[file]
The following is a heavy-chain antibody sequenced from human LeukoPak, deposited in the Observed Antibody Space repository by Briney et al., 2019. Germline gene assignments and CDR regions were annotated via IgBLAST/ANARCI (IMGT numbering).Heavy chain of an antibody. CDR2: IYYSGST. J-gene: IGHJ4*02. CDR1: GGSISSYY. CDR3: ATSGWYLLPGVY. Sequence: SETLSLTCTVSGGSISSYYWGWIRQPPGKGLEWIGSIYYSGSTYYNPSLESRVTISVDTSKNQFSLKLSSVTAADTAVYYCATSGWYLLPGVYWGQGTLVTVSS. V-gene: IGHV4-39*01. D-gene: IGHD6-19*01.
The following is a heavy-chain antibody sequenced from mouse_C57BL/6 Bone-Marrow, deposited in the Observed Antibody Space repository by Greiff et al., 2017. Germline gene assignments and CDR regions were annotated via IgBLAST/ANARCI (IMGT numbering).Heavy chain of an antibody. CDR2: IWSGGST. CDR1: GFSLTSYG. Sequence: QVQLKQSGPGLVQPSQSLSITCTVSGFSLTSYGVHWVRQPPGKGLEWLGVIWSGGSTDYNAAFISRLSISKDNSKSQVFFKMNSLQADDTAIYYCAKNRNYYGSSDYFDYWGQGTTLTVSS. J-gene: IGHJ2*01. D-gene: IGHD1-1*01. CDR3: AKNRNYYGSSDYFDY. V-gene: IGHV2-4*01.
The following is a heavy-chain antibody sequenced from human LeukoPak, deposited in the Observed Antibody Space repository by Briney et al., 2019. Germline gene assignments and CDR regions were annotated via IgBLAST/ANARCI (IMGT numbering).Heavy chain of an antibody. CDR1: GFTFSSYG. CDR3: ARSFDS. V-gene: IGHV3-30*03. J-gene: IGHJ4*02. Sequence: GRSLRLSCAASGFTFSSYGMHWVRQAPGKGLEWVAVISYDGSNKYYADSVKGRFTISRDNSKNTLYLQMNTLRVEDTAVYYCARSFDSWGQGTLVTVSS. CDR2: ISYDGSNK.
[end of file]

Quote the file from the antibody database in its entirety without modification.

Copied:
The following is a heavy-chain antibody sequenced from human LeukoPak, deposited in the Observed Antibody Space repository by Briney et al., 2019. Germline gene assignments and CDR regions were annotated via IgBLAST/ANARCI (IMGT numbering).Heavy chain of an antibody. CDR2: IYYSGST. J-gene: IGHJ4*02. CDR1: GGSISSYY. CDR3: ATSGWYLLPGVY. Sequence: SETLSLTCTVSGGSISSYYWGWIRQPPGKGLEWIGSIYYSGSTYYNPSLESRVTISVDTSKNQFSLKLSSVTAADTAVYYCATSGWYLLPGVYWGQGTLVTVSS. V-gene: IGHV4-39*01. D-gene: IGHD6-19*01.
The following is a heavy-chain antibody sequenced from mouse_C57BL/6 Bone-Marrow, deposited in the Observed Antibody Space repository by Greiff et al., 2017. Germline gene assignments and CDR regions were annotated via IgBLAST/ANARCI (IMGT numbering).Heavy chain of an antibody. CDR2: IWSGGST. CDR1: GFSLTSYG. Sequence: QVQLKQSGPGLVQPSQSLSITCTVSGFSLTSYGVHWVRQPPGKGLEWLGVIWSGGSTDYNAAFISRLSISKDNSKSQVFFKMNSLQADDTAIYYCAKNRNYYGSSDYFDYWGQGTTLTVSS. J-gene: IGHJ2*01. D-gene: IGHD1-1*01. CDR3: AKNRNYYGSSDYFDY. V-gene: IGHV2-4*01.
The following is a heavy-chain antibody sequenced from human LeukoPak, deposited in the Observed Antibody Space repository by Briney et al., 2019. Germline gene assignments and CDR regions were annotated via IgBLAST/ANARCI (IMGT numbering).Heavy chain of an antibody. CDR1: GFTFSSYG. CDR3: ARSFDS. V-gene: IGHV3-30*03. J-gene: IGHJ4*02. Sequence: GRSLRLSCAASGFTFSSYGMHWVRQAPGKGLEWVAVISYDGSNKYYADSVKGRFTISRDNSKNTLYLQMNTLRVEDTAVYYCARSFDSWGQGTLVTVSS. CDR2: ISYDGSNK.